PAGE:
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  • Writer's pictureL.C. Getz

Arthur and the Loss of Innocence

Welp, there’s one less show my kids will be allowed to watch. A lot of people have been discussing the recent episode of the classic PBS show “Arthur,” which not only reveals that Arthur’s teacher, Mr. Ratburn, is homosexual, but actually shows Mr. Ratburn entering into a homosexual “marriage.” I know that I’m late to speak up about this episode, but to be honest, it was hard to find the right words to say—See, I grew up on Arthur. A lot of us did. My parents trusted it as a show, and I enjoyed watching it. Not only did I enjoy the relatable stories, I also valued the lessons it taught. This month, however, it taught me one of the most important lessons I will ever learn: there is no episode of any show in this world that you can allow your child to watch without you watching it first.

My childhood feels as though it’s been tainted. Let me explain. There are several major issues that need to be addressed in this episode. Besides the obviously problematic gay “marriage,” the officiant (Ratburn’s sister) is a blatantly secular woman with an unnaturally masculine aura. Her role is played by Jane Lynch, herself a real-life lesbian with a clear and unquestionable agenda. The children and the audience are initially fooled into thinking that she is Mr. Ratburn’s main love interest (since she happens to share a nickname with the real love interest)—a notion that shocks them. His mild personality clashes with her commanding dominance, and the kids are worried that he will be miserable if he has to marry her.

Patrick—Mr. Ratburn’s actual love interest, is a gentle and easy-going chocolatier who gives out free candy to children (creepy, no?) and is just a little too friendly. He seduces the children, and audience, into seeing him as being highly compatible for someone like Mr. Ratburn.

At the very end of the episode, the Mr. Ratburn and Patrick get “married” and the surprised children (who have discovered that the mysterious woman is Mr. Ratburn's sister), gather at the refreshment table to discuss what they have just witnessed. As they talk, Francine notes that “It’s a brand new world,” a not-so-clever nudge at the way our society has embraced the “love is love” campaign. This ends the episode, and, in turn, ends a long (and once happy) relationship between myself and Arthur.

What in the world happened? There used to be shows you could trust to be both wholesome and entertaining, but these days, the politically correct thing to do has become the norm. Arthur is prime evidence that things that were once wholesome, or, at the very least, innocent, have been twisted over time by a system saturated in sin. A lot of traditionalist voices have been warning people that political correctness is becoming law, and yet there are people who are so desperate to fit in that they will abandon their faith, their worldview, and even logic itself to defend a temporal, man-made morality. Virtue-signaling to get social media “likes” has become more important than following ancient Church teaching over the past fifty years. Supporters of traditional family values should be highly discerning and Christians in general should be terrified. It’s a brand new world alright, and it has raised an army of people who seek to extinguish the influence of the Church.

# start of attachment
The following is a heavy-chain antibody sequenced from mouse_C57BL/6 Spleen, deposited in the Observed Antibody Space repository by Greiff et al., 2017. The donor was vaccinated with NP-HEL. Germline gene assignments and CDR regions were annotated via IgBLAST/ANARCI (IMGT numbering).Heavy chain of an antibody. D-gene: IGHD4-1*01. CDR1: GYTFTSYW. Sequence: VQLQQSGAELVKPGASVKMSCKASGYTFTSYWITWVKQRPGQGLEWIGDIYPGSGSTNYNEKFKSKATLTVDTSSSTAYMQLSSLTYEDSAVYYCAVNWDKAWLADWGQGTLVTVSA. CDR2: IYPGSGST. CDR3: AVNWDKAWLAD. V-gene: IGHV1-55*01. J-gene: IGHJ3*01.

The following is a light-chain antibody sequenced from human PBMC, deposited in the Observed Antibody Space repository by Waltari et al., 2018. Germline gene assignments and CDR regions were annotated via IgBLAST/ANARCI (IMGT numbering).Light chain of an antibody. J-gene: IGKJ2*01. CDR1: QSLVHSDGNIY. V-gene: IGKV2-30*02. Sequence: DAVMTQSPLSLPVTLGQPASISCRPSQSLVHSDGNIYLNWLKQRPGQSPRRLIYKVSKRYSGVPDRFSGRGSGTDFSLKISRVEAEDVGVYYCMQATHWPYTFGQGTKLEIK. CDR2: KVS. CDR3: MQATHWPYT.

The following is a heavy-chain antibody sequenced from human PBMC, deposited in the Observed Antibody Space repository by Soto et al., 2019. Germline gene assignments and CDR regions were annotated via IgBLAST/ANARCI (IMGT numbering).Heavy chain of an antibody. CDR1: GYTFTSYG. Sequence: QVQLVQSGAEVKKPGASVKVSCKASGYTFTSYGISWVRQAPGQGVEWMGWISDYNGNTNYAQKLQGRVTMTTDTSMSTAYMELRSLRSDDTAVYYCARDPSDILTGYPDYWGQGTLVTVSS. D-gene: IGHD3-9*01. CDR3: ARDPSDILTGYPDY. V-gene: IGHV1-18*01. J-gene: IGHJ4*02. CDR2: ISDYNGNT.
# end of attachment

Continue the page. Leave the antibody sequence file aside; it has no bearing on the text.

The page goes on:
So what will become of our children in a world that normalizes things that are contrary to our faith? How will we avoid heterodox thinking in the Church when people who claim to share our faith destroy the pillars that support it? First and foremost, fervent prayer and intercession are in order. If we are to win this fight, it will be by the power of God. Secondly, we must abandon things that push an agenda that goes against Church teaching. This will mean sacrifice. Music, films, television programs and websites that go against the Church aren’t worth indulging in. There will be a time to engage these things, but it should be the older and wise that do so. Young hearts and minds are not strong enough to fight against the tides of secular morality. For some, this recent development has come as a shock; others have seen the progression of sin in the world enough to expect such things. Regardless of who you are, if you are clinging to Christ, you must be on your guard. Until PBS removes the episode and repents, neither myself nor my household will be watching "Arthur," and we encourage others to do the same. ___________________________

“Let it be understood that those who are not found living as He taught are not Christian—even though they profess with the lips the teaching of Christ.” ~Justin Martyr “Error, indeed is never set forth in its naked deformity, lest, being thus exposed, it should at once be detected. But it is craftily decked out in an attractive dress, so as, by its outward form, to make it appear to the inexperienced more true than truth itself.”

~Irenaeus of Lyons

“Be sober and watch: because your adversary the devil, as a roaring lion, goeth about seeking whom he may devour.” ~1 Peter 5:8

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